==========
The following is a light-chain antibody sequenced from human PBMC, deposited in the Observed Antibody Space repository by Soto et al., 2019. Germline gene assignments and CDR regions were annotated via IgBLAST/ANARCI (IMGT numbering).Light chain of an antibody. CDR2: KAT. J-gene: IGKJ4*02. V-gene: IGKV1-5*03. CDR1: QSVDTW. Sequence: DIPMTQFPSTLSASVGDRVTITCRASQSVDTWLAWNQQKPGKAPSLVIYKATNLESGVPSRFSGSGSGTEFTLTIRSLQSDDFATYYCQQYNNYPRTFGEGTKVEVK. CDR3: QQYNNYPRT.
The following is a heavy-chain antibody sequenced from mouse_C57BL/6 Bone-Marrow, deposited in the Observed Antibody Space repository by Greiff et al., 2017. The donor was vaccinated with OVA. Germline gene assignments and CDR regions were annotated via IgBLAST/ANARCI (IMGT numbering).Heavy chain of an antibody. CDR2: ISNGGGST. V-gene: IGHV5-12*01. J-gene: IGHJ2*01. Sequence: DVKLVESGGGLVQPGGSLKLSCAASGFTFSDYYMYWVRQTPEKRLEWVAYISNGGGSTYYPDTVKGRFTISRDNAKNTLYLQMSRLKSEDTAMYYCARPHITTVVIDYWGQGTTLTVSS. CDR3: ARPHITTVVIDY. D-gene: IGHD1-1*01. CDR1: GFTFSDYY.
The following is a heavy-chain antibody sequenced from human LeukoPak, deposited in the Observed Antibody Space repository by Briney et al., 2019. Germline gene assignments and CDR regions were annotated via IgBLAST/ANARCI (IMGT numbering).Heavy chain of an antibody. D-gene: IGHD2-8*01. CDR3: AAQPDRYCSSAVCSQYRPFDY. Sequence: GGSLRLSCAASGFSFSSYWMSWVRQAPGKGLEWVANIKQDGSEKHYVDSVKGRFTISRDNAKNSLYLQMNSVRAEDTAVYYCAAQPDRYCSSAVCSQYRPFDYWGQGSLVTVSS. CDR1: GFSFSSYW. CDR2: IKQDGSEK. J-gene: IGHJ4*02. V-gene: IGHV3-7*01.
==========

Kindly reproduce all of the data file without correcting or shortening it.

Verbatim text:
The following is a light-chain antibody sequenced from human PBMC, deposited in the Observed Antibody Space repository by Soto et al., 2019. Germline gene assignments and CDR regions were annotated via IgBLAST/ANARCI (IMGT numbering).Light chain of an antibody. CDR2: KAT. J-gene: IGKJ4*02. V-gene: IGKV1-5*03. CDR1: QSVDTW. Sequence: DIPMTQFPSTLSASVGDRVTITCRASQSVDTWLAWNQQKPGKAPSLVIYKATNLESGVPSRFSGSGSGTEFTLTIRSLQSDDFATYYCQQYNNYPRTFGEGTKVEVK. CDR3: QQYNNYPRT.
The following is a heavy-chain antibody sequenced from mouse_C57BL/6 Bone-Marrow, deposited in the Observed Antibody Space repository by Greiff et al., 2017. The donor was vaccinated with OVA. Germline gene assignments and CDR regions were annotated via IgBLAST/ANARCI (IMGT numbering).Heavy chain of an antibody. CDR2: ISNGGGST. V-gene: IGHV5-12*01. J-gene: IGHJ2*01. Sequence: DVKLVESGGGLVQPGGSLKLSCAASGFTFSDYYMYWVRQTPEKRLEWVAYISNGGGSTYYPDTVKGRFTISRDNAKNTLYLQMSRLKSEDTAMYYCARPHITTVVIDYWGQGTTLTVSS. CDR3: ARPHITTVVIDY. D-gene: IGHD1-1*01. CDR1: GFTFSDYY.
The following is a heavy-chain antibody sequenced from human LeukoPak, deposited in the Observed Antibody Space repository by Briney et al., 2019. Germline gene assignments and CDR regions were annotated via IgBLAST/ANARCI (IMGT numbering).Heavy chain of an antibody. D-gene: IGHD2-8*01. CDR3: AAQPDRYCSSAVCSQYRPFDY. Sequence: GGSLRLSCAASGFSFSSYWMSWVRQAPGKGLEWVANIKQDGSEKHYVDSVKGRFTISRDNAKNSLYLQMNSVRAEDTAVYYCAAQPDRYCSSAVCSQYRPFDYWGQGSLVTVSS. CDR1: GFSFSSYW. CDR2: IKQDGSEK. J-gene: IGHJ4*02. V-gene: IGHV3-7*01.